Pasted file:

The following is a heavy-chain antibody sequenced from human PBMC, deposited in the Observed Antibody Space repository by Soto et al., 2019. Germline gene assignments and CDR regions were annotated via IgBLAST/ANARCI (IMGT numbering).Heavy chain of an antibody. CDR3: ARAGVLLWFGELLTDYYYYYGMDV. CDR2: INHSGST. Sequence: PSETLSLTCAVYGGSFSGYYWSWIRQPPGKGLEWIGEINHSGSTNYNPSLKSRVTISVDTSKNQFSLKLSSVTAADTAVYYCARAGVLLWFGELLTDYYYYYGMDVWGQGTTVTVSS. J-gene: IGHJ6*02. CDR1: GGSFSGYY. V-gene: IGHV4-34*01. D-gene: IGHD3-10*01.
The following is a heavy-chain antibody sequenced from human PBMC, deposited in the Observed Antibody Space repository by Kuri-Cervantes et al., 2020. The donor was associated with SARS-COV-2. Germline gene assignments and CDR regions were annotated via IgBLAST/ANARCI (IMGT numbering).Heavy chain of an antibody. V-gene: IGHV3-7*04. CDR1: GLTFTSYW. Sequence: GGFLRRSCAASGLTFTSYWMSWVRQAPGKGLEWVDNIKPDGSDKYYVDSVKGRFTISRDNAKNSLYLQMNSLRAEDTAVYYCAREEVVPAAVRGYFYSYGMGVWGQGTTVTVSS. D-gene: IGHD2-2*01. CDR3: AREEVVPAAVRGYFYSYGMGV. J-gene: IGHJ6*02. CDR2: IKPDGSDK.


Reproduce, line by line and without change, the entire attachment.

The following is a heavy-chain antibody sequenced from human PBMC, deposited in the Observed Antibody Space repository by Soto et al., 2019. Germline gene assignments and CDR regions were annotated via IgBLAST/ANARCI (IMGT numbering).Heavy chain of an antibody. CDR3: ARAGVLLWFGELLTDYYYYYGMDV. CDR2: INHSGST. Sequence: PSETLSLTCAVYGGSFSGYYWSWIRQPPGKGLEWIGEINHSGSTNYNPSLKSRVTISVDTSKNQFSLKLSSVTAADTAVYYCARAGVLLWFGELLTDYYYYYGMDVWGQGTTVTVSS. J-gene: IGHJ6*02. CDR1: GGSFSGYY. V-gene: IGHV4-34*01. D-gene: IGHD3-10*01.
The following is a heavy-chain antibody sequenced from human PBMC, deposited in the Observed Antibody Space repository by Kuri-Cervantes et al., 2020. The donor was associated with SARS-COV-2. Germline gene assignments and CDR regions were annotated via IgBLAST/ANARCI (IMGT numbering).Heavy chain of an antibody. V-gene: IGHV3-7*04. CDR1: GLTFTSYW. Sequence: GGFLRRSCAASGLTFTSYWMSWVRQAPGKGLEWVDNIKPDGSDKYYVDSVKGRFTISRDNAKNSLYLQMNSLRAEDTAVYYCAREEVVPAAVRGYFYSYGMGVWGQGTTVTVSS. D-gene: IGHD2-2*01. CDR3: AREEVVPAAVRGYFYSYGMGV. J-gene: IGHJ6*02. CDR2: IKPDGSDK.